[Met Performance] CID:36280
Die Walküre {110} Philadelphia, Pennsylvania: 12/19/1905.

(Review)


Philadelphia, Pennsylvania
December 19, 1905


DIE WALKÜRE {110}

Brünnhilde..............Edyth Walker
Siegmund................Alois Burgstaller
Sieglinde...............Olive Fremstad
Wotan...................Anton Van Rooy
Fricka..................Louise Homer
Hunding.................Robert Blass
Gerhilde................Edith Vail
Grimgerde...............Florence Mulford
Helmwige................Jeanne Jomelli
Ortlinde................Mathilde Bauermeister
Rossweisse..............Josephine Jacoby
Schwertleite............Louise Homer
Siegrune................Paula Ralph
Waltraute...............Marion Weed

Conductor...............Alfred Hertz

Review (unsigned) in a Philadelphia newspaper (unidentified)

'DIE WALKÜRE' GIVEN WITH A FINE EFFECT

FIRST SERIOUS PERFORMANCE OF THE SEASON HERE

Audience, While Not So Demonstrative as When 'Die Fledermaus' Was Presented, is Well Pleased

"Die Walküre" was given at the Academy of Music last evening - the first serious performance of the season. This is the one music drama of the "Ring" cycle that best stands alone, that carries its own dramatic and musical interest. It had an earnest, dignified and impressive presentation, and if the audience was less demonstrative than when "the Fledermaus" was sung it need not be assumed that it was less entertained. The house was not crowded, but it was fairly filled and had a smart appearance and the evening may be marked as a success.

It had been said that the work would be given without cuts, but this threat very wisely was not carried out to the letter. Some cuts are necessary for human endurance. Many of these have been generally accepted and the music drama gains by them. There was very little that was unusual in last night's performance. The men were familiar. Van Rooy is now the representative Wotan. His fine voice has lost nothing, and he sang as he did two or three seasons ago, with a clear and noble delivery, without the tearing roughness into which he had fallen last year. His farewell was worth waiting for. Burgstaller's Siegmund is equally familiar. He does not gain in style, whatever he may add to his explosive force. He remains a picturesque and generally effective declamatory singer. The volume of his voice is valuable, and there are times when it shows a lovely lyrical quality, as in the earlier portion of the spring song. Blass was a satisfactory Hunding, as usual.

Any curiosity about this performance centered in the women, none of whom had been heretofore associated with this music. Olive Fremstad, who is best remembered for her Carmen, was distinctly successful as Sieglinde. She sang the part with excellent feeling and with abundant power, though not without some irregularities of musical utterance that increased familiarity with the Wagnerian intervals will easily overcome. She is a sincere, temperamental singer and won warm favor with the audience.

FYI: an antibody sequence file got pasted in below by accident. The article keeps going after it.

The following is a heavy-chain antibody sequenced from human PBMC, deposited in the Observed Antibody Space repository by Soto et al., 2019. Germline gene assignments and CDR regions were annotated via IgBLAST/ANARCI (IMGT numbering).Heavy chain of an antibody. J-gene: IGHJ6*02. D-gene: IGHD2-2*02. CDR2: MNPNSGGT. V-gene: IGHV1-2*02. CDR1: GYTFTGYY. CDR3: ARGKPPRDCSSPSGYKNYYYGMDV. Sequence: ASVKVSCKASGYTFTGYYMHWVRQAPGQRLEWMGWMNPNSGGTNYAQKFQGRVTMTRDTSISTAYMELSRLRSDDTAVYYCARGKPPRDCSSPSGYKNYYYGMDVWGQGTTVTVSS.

Nor, should less be said of Edythe Walker, whose Brünnhilde was a more unexpected experiment and, therefore, the more gratifying in the agreeable impression that it made. The part has an almost impossible range and makes exactions that a contralto voice does not easily meet, but she sang it with great dignity and earnestness and with a solemnity of feeling that was quite impressive. There was, at no time, any sense of inadequacy in this noble looking Valkyre. Louise Homer, with her fresh and musical voice, gave an interest to the art of Fricka that is quite unusual. The Valkyres were sung by Mesdames Jomelli, Call, Bauermeister, Weed, Homer, Ralph, Mumford and Jacoby

For the first time this season the full orchestra was heard under the direction of Hertz. It displayed the fine, full tone that was remembered, especially in the wind choirs, though it seemed not quite as completely wrought together as at the close of the last season. The prelude, however, was beautifully played and there was some lovely detail throughout the work, with finely swelling climaxes in which Hertz was not afraid of noise. The "pit" at the Academy is too small for so large an orchestra, and it compels an arrangement that is unsatisfactory and will account for some lack of coherence in the ensemble. The next opera will be "Rigoletto."



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